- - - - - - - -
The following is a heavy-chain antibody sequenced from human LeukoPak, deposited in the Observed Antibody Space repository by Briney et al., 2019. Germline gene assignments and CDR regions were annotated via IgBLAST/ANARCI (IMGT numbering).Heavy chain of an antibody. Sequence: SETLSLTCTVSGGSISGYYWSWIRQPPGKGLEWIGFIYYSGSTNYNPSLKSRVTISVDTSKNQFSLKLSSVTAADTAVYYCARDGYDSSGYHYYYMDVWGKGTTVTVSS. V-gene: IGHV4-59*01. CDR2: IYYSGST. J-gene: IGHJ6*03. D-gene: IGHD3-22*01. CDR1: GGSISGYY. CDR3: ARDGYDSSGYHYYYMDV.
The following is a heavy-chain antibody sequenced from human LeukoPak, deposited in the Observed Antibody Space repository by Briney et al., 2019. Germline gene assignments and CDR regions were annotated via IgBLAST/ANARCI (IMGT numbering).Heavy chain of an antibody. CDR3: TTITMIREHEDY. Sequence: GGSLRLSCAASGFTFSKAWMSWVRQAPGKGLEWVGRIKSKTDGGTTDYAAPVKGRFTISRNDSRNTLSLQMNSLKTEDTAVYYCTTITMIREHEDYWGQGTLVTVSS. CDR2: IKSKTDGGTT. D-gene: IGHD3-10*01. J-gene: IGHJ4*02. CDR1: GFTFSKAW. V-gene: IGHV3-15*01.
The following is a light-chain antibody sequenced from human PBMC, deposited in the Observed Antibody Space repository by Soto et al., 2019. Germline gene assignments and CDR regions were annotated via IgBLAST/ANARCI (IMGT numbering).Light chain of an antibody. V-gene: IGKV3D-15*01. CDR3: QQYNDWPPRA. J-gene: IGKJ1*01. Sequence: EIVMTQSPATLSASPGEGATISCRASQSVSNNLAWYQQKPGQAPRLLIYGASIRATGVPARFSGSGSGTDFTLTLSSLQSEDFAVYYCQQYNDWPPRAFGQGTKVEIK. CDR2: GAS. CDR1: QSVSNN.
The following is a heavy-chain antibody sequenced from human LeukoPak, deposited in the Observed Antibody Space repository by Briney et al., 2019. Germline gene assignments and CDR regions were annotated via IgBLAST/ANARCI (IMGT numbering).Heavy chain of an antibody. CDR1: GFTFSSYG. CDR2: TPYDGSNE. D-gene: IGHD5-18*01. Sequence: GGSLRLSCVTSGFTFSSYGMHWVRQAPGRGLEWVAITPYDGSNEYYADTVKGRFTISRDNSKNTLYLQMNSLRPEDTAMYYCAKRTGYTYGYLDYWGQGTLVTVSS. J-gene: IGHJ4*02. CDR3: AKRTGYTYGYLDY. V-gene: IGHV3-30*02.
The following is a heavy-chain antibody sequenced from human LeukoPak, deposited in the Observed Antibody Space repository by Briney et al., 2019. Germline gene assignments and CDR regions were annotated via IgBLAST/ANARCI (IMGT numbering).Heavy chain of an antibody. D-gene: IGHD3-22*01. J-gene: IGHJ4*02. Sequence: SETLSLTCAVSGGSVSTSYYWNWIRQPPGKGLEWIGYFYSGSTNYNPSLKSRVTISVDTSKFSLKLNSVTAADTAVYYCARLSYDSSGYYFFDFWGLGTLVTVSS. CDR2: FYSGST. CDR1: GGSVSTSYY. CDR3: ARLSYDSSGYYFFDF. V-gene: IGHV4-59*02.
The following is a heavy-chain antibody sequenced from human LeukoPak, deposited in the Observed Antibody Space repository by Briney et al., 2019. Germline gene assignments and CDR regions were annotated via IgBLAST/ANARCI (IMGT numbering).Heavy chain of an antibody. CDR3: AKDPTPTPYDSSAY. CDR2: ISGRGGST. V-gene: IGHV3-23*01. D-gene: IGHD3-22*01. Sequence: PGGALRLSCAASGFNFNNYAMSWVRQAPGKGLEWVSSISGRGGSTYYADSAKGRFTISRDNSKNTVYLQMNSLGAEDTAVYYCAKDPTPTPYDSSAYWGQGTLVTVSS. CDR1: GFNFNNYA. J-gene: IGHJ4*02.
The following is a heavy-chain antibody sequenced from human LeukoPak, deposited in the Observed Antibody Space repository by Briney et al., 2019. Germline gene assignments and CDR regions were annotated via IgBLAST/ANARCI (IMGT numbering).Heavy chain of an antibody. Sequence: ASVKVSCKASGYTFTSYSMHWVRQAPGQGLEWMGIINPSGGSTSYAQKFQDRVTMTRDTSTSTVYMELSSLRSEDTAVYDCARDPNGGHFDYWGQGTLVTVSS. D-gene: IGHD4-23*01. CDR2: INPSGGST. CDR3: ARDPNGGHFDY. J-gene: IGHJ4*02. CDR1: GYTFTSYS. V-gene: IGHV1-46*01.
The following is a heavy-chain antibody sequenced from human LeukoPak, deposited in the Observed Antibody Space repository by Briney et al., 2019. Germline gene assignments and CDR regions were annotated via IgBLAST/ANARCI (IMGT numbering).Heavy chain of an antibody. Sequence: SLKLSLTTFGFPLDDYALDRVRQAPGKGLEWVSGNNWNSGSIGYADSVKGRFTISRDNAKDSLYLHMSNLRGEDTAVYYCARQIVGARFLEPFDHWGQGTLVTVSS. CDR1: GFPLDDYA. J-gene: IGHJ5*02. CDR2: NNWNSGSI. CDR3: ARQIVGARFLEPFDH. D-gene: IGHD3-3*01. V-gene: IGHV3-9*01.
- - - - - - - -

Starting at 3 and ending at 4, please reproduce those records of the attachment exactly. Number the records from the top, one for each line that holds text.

The following is a light-chain antibody sequenced from human PBMC, deposited in the Observed Antibody Space repository by Soto et al., 2019. Germline gene assignments and CDR regions were annotated via IgBLAST/ANARCI (IMGT numbering).Light chain of an antibody. V-gene: IGKV3D-15*01. CDR3: QQYNDWPPRA. J-gene: IGKJ1*01. Sequence: EIVMTQSPATLSASPGEGATISCRASQSVSNNLAWYQQKPGQAPRLLIYGASIRATGVPARFSGSGSGTDFTLTLSSLQSEDFAVYYCQQYNDWPPRAFGQGTKVEIK. CDR2: GAS. CDR1: QSVSNN.
The following is a heavy-chain antibody sequenced from human LeukoPak, deposited in the Observed Antibody Space repository by Briney et al., 2019. Germline gene assignments and CDR regions were annotated via IgBLAST/ANARCI (IMGT numbering).Heavy chain of an antibody. CDR1: GFTFSSYG. CDR2: TPYDGSNE. D-gene: IGHD5-18*01. Sequence: GGSLRLSCVTSGFTFSSYGMHWVRQAPGRGLEWVAITPYDGSNEYYADTVKGRFTISRDNSKNTLYLQMNSLRPEDTAMYYCAKRTGYTYGYLDYWGQGTLVTVSS. J-gene: IGHJ4*02. CDR3: AKRTGYTYGYLDY. V-gene: IGHV3-30*02.